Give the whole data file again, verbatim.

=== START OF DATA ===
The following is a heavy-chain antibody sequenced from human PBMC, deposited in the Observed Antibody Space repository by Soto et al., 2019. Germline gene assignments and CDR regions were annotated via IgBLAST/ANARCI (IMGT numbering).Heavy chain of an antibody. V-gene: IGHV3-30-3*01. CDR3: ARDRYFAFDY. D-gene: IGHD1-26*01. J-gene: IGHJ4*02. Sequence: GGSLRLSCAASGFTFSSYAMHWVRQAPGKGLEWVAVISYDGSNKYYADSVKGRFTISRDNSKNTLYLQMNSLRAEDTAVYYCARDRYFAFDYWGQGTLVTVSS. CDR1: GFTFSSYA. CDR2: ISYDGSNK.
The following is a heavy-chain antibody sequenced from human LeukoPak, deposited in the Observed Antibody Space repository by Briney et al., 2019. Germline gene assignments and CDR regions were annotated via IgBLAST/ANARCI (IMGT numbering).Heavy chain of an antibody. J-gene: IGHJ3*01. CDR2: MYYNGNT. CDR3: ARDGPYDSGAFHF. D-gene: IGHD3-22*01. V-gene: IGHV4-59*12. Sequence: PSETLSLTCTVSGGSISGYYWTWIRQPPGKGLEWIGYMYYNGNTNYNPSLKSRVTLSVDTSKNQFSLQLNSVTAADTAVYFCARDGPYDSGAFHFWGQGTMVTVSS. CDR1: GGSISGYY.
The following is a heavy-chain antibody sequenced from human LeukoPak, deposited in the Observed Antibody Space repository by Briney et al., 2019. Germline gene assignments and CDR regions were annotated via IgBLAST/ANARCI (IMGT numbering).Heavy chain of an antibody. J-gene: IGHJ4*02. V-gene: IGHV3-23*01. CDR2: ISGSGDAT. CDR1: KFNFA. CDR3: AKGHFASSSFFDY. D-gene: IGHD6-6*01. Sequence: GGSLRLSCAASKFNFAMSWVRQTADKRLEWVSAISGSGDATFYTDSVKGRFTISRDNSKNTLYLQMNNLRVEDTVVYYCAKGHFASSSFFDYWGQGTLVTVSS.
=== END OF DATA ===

The following is a heavy-chain antibody sequenced from human PBMC, deposited in the Observed Antibody Space repository by Soto et al., 2019. Germline gene assignments and CDR regions were annotated via IgBLAST/ANARCI (IMGT numbering).Heavy chain of an antibody. V-gene: IGHV3-30-3*01. CDR3: ARDRYFAFDY. D-gene: IGHD1-26*01. J-gene: IGHJ4*02. Sequence: GGSLRLSCAASGFTFSSYAMHWVRQAPGKGLEWVAVISYDGSNKYYADSVKGRFTISRDNSKNTLYLQMNSLRAEDTAVYYCARDRYFAFDYWGQGTLVTVSS. CDR1: GFTFSSYA. CDR2: ISYDGSNK.
The following is a heavy-chain antibody sequenced from human LeukoPak, deposited in the Observed Antibody Space repository by Briney et al., 2019. Germline gene assignments and CDR regions were annotated via IgBLAST/ANARCI (IMGT numbering).Heavy chain of an antibody. J-gene: IGHJ3*01. CDR2: MYYNGNT. CDR3: ARDGPYDSGAFHF. D-gene: IGHD3-22*01. V-gene: IGHV4-59*12. Sequence: PSETLSLTCTVSGGSISGYYWTWIRQPPGKGLEWIGYMYYNGNTNYNPSLKSRVTLSVDTSKNQFSLQLNSVTAADTAVYFCARDGPYDSGAFHFWGQGTMVTVSS. CDR1: GGSISGYY.
The following is a heavy-chain antibody sequenced from human LeukoPak, deposited in the Observed Antibody Space repository by Briney et al., 2019. Germline gene assignments and CDR regions were annotated via IgBLAST/ANARCI (IMGT numbering).Heavy chain of an antibody. J-gene: IGHJ4*02. V-gene: IGHV3-23*01. CDR2: ISGSGDAT. CDR1: KFNFA. CDR3: AKGHFASSSFFDY. D-gene: IGHD6-6*01. Sequence: GGSLRLSCAASKFNFAMSWVRQTADKRLEWVSAISGSGDATFYTDSVKGRFTISRDNSKNTLYLQMNNLRVEDTVVYYCAKGHFASSSFFDYWGQGTLVTVSS.